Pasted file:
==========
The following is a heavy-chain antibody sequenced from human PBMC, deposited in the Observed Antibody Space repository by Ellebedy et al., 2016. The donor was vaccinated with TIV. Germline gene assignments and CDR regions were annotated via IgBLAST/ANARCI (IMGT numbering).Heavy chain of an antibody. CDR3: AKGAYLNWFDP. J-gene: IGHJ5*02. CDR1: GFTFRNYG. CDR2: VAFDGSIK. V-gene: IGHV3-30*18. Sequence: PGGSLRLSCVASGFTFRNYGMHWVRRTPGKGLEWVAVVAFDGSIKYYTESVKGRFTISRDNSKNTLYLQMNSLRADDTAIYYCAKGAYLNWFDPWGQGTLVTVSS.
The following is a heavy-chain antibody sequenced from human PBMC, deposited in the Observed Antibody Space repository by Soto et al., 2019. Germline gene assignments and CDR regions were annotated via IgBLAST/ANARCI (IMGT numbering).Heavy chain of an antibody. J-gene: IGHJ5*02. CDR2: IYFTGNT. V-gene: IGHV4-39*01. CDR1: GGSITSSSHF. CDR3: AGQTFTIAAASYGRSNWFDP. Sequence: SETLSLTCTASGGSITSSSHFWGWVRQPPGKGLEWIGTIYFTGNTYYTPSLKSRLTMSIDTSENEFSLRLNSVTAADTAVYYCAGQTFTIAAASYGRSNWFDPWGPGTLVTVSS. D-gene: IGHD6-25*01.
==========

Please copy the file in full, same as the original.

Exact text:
The following is a heavy-chain antibody sequenced from human PBMC, deposited in the Observed Antibody Space repository by Ellebedy et al., 2016. The donor was vaccinated with TIV. Germline gene assignments and CDR regions were annotated via IgBLAST/ANARCI (IMGT numbering).Heavy chain of an antibody. CDR3: AKGAYLNWFDP. J-gene: IGHJ5*02. CDR1: GFTFRNYG. CDR2: VAFDGSIK. V-gene: IGHV3-30*18. Sequence: PGGSLRLSCVASGFTFRNYGMHWVRRTPGKGLEWVAVVAFDGSIKYYTESVKGRFTISRDNSKNTLYLQMNSLRADDTAIYYCAKGAYLNWFDPWGQGTLVTVSS.
The following is a heavy-chain antibody sequenced from human PBMC, deposited in the Observed Antibody Space repository by Soto et al., 2019. Germline gene assignments and CDR regions were annotated via IgBLAST/ANARCI (IMGT numbering).Heavy chain of an antibody. J-gene: IGHJ5*02. CDR2: IYFTGNT. V-gene: IGHV4-39*01. CDR1: GGSITSSSHF. CDR3: AGQTFTIAAASYGRSNWFDP. Sequence: SETLSLTCTASGGSITSSSHFWGWVRQPPGKGLEWIGTIYFTGNTYYTPSLKSRLTMSIDTSENEFSLRLNSVTAADTAVYYCAGQTFTIAAASYGRSNWFDPWGPGTLVTVSS. D-gene: IGHD6-25*01.